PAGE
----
I did not mean to sound whimsical or nostalgic. I suppose it comes out of my incorrigible liking for stories of any sort, and grandparents are synonymous with stories. Their memories are entire universes, and there isn’t a better way of spending an afternoon than curling up in the balcony and listening to sepia-tinted stories of forgotten childhoods and long-dead romances and family scandals. For someone growing up suspended between three cultures and five languages, hearing family histories recounted is sometimes the best way of hooking on to an identity. This woman sounds like me. That is something I would have done. This is how my grandparents got married. This is what my mother did when she was three. This is why I am. There is much hidden romance in memories, and it is when they are recounted that I see how much hidden romance there is in grandparents. I just have to get the stories flowing, and the wistful wisdom comes out in ways that astonish me, till I remember that these stories are bits of their lives.

Grandparents are very exciting. Yes, I know what that sounds like. But it is true. They make my world a more interesting place, and I don't know what I shall do when they're gone.

Sunday, September 9, 2007

Cows. And Karma.

Dawn breaks as we rumble in on a deceptively solid-looking Sumo, and, ironically, the first sound I hear is a muezzin’s call for prayer. Stereotypical sadhu with matted hair and rotten teeth and saffron and ashes everywhere grins at me. I grin back, taking in the beedi in his hand and the tattered Nike sneakers on his feet.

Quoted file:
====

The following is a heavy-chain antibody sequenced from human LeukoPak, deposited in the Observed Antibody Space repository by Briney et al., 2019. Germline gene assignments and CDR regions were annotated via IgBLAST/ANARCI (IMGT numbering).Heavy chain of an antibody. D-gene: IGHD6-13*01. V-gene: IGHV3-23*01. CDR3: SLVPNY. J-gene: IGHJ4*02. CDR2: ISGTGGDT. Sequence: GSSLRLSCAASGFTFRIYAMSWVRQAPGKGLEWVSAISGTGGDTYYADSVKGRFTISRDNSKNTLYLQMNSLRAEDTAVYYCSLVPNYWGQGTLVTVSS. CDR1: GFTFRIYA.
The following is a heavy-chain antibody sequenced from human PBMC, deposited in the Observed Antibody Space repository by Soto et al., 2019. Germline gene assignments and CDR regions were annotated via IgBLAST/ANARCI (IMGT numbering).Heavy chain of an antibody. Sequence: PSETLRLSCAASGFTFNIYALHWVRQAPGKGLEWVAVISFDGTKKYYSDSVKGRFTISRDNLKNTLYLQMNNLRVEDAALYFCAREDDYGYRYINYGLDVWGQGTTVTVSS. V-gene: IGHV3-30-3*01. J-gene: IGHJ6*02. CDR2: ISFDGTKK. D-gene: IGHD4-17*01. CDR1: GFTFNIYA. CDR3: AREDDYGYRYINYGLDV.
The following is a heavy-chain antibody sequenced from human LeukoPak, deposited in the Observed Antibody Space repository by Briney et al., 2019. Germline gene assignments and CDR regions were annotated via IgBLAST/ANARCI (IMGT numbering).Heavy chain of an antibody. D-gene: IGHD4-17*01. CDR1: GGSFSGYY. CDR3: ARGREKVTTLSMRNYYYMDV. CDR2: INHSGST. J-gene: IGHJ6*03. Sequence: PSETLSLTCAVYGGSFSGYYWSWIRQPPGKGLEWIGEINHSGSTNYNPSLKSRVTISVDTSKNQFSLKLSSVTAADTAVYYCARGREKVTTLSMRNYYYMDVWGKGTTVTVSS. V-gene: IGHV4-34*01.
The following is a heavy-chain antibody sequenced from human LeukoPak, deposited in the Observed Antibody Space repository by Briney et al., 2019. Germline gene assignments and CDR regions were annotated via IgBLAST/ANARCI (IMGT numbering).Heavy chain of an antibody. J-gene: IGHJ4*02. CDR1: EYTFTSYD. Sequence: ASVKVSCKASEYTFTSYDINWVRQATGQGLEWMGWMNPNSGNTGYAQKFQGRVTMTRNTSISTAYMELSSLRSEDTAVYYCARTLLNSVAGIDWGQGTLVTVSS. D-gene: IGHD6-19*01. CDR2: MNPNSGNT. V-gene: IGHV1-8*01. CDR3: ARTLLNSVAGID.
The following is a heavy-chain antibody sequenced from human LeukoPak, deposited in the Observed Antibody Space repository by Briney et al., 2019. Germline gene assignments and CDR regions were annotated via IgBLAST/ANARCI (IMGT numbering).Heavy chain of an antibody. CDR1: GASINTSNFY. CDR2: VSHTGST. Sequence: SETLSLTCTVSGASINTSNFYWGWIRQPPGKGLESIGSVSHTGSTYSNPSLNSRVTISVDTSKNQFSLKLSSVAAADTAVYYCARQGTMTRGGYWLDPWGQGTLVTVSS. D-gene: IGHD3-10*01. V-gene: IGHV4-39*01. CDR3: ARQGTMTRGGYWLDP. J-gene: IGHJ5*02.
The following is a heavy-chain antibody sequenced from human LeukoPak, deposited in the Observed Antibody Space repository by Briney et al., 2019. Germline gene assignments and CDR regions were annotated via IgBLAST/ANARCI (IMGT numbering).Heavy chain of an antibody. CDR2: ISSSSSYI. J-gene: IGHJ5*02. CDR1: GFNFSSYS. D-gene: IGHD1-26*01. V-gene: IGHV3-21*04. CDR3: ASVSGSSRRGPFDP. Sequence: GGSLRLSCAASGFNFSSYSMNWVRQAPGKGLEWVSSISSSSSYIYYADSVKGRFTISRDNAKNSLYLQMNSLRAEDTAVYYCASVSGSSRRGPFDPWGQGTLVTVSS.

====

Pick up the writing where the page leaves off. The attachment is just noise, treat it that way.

Within ten minutes of being in Benaras I know that the theories of its existence are hogwash. I have a new theory about how Benaras came into being. God (If, hypothetically, there is a God) built two armies composed entirely of streets and buildings and cowsheds, and made them have an epic showdown in Benaras, and what we see now are the remains of the battlefield. I have never seen so many twisted streets and convoluted paths turning at so many angles. Dilapidated buildings shoot out here, there and everywhere, forming narrow alleys where sunlight filters in through balcony grills and the odd shaft between terraces. A canopy of concrete with no beginning and abrupt ends.